Moments after John Baracy received the call he’d been hired as the Scottsdale school district’s newest superintendent, he sat down with a district parent.
The Saguaro High School parent was seated next to Baracy and his 26-year-old daughter Martha, a Saguaro alumna, Thursday at a Diamondbacks game at Bank One Ballpark in Phoenix.
"I had a bag of peanuts, and I turned and said, ‘Would you like some?’ We had a nice conversation," Baracy, 54, said Friday. He takes over the Scottsdale Unified School District on July 1.
The openness is typical of Baracy, say those who know him.
"I would have to say that I think John is really one of the more forward-thinking superintendents when it comes to the community and engaging and marketing schools," said Karen Kleinz, associate director of the Washington, D.C.-based National Public Relations Association.
During his career, Baracy has sought out school districts in need of innovation, financial help, or ideas to help bring together stressed communities and arguing factions.
Having led Tempe Elementary School District from the verge of closing three schools to helping it reach its highest enrollment, possibly in its history, of 13,720 students, he said he hopes to have the same effect in Scottsdale turning around declining enrollment, financial instability and low morale.
On Thursday he accepted the job and began talks with the governing board on his contract, which is likely to be similar to Superintendent Barbara Erwin’s, including a $165,000 base salary. Without benefits, Baracy’s Tempe salary is $111,508.
For now, Baracy said he is reluctant to list a specific agenda before spending his promised first 100 days talking to school and community members, which is what he did when he first stepped into Tempe in 1999.
"I’d like to talk to and meet as many people as I can," he said. "There are many different ways to look at an issue and it’s important to remember that. If there’s ever a time we may disagree on something, we will not be disagreeable."
One thing is sure, said Tempe Elementary school board vice president Kim Gomez, Scottsdale parents can prepare to be flooded with information from their schools. He’s also worked with businesses including Motorola and Southwest Airlines to bring programs and dollars into schools.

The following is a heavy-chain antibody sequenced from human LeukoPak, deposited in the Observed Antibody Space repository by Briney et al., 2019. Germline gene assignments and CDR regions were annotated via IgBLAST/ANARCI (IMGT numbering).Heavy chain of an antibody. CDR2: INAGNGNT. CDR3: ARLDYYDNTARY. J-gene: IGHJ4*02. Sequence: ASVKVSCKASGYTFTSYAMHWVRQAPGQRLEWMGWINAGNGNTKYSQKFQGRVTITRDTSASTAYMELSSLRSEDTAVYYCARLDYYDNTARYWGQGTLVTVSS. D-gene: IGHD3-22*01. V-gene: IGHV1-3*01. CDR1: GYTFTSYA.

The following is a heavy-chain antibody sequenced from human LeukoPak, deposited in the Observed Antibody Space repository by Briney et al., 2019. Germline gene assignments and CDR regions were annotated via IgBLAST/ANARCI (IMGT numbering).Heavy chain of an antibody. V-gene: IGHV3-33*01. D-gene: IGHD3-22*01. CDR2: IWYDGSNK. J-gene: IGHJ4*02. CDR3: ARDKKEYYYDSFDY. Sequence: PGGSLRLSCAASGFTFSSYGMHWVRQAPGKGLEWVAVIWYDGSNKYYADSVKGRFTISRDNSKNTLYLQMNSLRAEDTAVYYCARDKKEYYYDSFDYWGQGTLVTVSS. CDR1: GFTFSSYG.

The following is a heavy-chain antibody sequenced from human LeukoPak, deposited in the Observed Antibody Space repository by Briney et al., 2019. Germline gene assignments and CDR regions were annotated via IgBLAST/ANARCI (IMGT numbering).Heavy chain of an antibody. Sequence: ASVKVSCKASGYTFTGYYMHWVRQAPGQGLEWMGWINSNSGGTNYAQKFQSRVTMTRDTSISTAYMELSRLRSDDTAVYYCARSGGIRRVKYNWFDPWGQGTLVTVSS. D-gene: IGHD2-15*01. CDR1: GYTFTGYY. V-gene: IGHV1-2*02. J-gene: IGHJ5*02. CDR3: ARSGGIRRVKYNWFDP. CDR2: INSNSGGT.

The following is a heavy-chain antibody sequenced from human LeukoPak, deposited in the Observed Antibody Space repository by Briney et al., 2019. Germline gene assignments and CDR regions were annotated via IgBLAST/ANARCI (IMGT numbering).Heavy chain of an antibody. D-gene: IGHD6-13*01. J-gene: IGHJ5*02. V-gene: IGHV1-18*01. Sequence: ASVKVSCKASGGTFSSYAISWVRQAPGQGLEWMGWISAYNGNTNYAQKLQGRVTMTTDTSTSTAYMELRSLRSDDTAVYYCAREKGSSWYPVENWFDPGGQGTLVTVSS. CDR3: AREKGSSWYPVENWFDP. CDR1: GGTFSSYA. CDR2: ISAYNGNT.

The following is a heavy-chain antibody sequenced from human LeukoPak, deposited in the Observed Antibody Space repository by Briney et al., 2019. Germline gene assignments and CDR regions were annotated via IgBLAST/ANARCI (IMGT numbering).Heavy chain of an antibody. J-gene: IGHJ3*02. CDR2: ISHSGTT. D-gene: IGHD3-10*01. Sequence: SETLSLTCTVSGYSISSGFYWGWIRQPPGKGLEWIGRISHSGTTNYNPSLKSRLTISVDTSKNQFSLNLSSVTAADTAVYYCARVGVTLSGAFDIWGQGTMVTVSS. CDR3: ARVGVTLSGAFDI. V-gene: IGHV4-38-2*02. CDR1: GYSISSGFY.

"Before he came, we had gone through some tough financial times, and there was talk of closing schools," said Gomez, who was an active parent when Baracy arrived in Tempe. "Morale and mood wasn’t the best. He comes in totally open minded and really listens to you."
Kleinz said Baracy is not afraid to try strategies somewhat nontraditional for education in that realm. "He is open and transparent."
He said his goal is to turn the district, which is still struggling since Arizona Open Meetings Law and bidrigging violations were found five years ago, into a stable, balanced community that trusts the school administration.
He also wants to curb a new trend of declining enrollment after Scottsdale lost 540 of its 26,700 students this year —and to save programs on the chopping block as the district struggles to balance revenue and expenses.
Programs enacted since his start in Tempe range from reorganizing the Tempe school day to allowing more teacher preparation time without cutting instruction to enhancing attendance with door-to-door visits to remind parents of the first day of school.
Free all-day kindergarten and music classes starting in kindergarten also flooded the district with open enrollment students whose numbers have increase to 1,400 from 550.
Most describe Baracy as easy-going and "reachable" — not one to use education or finance lingo.
"John’s a straightforward, honest individual, who will always tell you the truth," said Tim Hogan, attorney for the Center for the Public Interest, who worked with Baracy, then superintendent in the Roosevelt Elementary School District, as lead plaintiff in a lawsuit requiring the state to equally fund school construction through the School Facilities Board.
It was no mistake that Baracy moved to Scottsdale 20 years ago when he was hired as deputy superintendent of Phoenix Union High School District. He said he came for the schools, which were well known for their programs for special-needs children. His special-needs daughter Martha thrived at Saguaro and then Coronado, and was elected homecoming queen at Saguaro in 1996, he said.
Although he moved to Tempe after taking superintendent’s job there, Baracy still hikes the McDowell Mountains. An avid sports fan, he describes himself as "any other guy" who takes in movies, works out and considers his son, John, 27, among his best friends.